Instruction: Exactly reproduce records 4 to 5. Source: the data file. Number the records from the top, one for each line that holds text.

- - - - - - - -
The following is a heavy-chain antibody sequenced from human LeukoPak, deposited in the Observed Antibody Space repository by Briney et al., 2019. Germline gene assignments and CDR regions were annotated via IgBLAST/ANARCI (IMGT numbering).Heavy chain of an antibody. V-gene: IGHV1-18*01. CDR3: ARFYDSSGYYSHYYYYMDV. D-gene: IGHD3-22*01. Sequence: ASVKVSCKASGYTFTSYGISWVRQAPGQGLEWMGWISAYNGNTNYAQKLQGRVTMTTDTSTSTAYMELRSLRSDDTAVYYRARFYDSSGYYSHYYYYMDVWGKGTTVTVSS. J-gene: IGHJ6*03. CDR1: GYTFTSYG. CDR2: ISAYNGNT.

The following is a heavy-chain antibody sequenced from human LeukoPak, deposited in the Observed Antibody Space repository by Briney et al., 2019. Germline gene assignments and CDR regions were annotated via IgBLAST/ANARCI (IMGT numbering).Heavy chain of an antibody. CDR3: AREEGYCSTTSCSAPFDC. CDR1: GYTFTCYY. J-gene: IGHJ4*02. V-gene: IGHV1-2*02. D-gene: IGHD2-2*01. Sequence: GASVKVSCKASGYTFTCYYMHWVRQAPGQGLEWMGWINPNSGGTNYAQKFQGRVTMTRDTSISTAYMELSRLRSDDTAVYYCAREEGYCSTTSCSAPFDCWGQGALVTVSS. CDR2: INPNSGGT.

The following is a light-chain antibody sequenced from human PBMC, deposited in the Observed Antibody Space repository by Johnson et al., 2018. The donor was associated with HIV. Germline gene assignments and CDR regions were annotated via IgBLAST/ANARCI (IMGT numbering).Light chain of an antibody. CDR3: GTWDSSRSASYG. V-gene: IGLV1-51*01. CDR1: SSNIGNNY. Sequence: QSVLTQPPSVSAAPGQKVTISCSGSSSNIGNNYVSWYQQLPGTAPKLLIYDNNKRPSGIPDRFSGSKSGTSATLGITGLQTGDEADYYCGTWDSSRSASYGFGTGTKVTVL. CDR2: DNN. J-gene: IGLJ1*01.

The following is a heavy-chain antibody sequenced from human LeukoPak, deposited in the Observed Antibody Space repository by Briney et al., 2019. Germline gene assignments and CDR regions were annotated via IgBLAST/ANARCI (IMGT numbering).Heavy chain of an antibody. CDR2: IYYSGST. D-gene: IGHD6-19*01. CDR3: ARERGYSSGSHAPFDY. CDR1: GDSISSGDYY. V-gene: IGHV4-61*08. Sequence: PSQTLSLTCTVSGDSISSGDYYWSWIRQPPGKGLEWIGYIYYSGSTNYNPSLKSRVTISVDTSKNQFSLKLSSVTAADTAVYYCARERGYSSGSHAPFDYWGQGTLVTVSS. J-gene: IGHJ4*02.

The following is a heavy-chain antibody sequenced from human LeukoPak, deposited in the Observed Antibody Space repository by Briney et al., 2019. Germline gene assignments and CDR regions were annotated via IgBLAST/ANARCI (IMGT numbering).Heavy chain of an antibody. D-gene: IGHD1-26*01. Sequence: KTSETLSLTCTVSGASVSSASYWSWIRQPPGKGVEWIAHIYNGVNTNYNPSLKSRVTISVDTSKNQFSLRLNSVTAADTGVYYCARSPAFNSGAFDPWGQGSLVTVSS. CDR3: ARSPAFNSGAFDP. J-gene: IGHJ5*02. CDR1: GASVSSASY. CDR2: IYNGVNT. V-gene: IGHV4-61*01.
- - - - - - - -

The following is a heavy-chain antibody sequenced from human LeukoPak, deposited in the Observed Antibody Space repository by Briney et al., 2019. Germline gene assignments and CDR regions were annotated via IgBLAST/ANARCI (IMGT numbering).Heavy chain of an antibody. CDR2: IYYSGST. D-gene: IGHD6-19*01. CDR3: ARERGYSSGSHAPFDY. CDR1: GDSISSGDYY. V-gene: IGHV4-61*08. Sequence: PSQTLSLTCTVSGDSISSGDYYWSWIRQPPGKGLEWIGYIYYSGSTNYNPSLKSRVTISVDTSKNQFSLKLSSVTAADTAVYYCARERGYSSGSHAPFDYWGQGTLVTVSS. J-gene: IGHJ4*02.

The following is a heavy-chain antibody sequenced from human LeukoPak, deposited in the Observed Antibody Space repository by Briney et al., 2019. Germline gene assignments and CDR regions were annotated via IgBLAST/ANARCI (IMGT numbering).Heavy chain of an antibody. D-gene: IGHD1-26*01. Sequence: KTSETLSLTCTVSGASVSSASYWSWIRQPPGKGVEWIAHIYNGVNTNYNPSLKSRVTISVDTSKNQFSLRLNSVTAADTGVYYCARSPAFNSGAFDPWGQGSLVTVSS. CDR3: ARSPAFNSGAFDP. J-gene: IGHJ5*02. CDR1: GASVSSASY. CDR2: IYNGVNT. V-gene: IGHV4-61*01.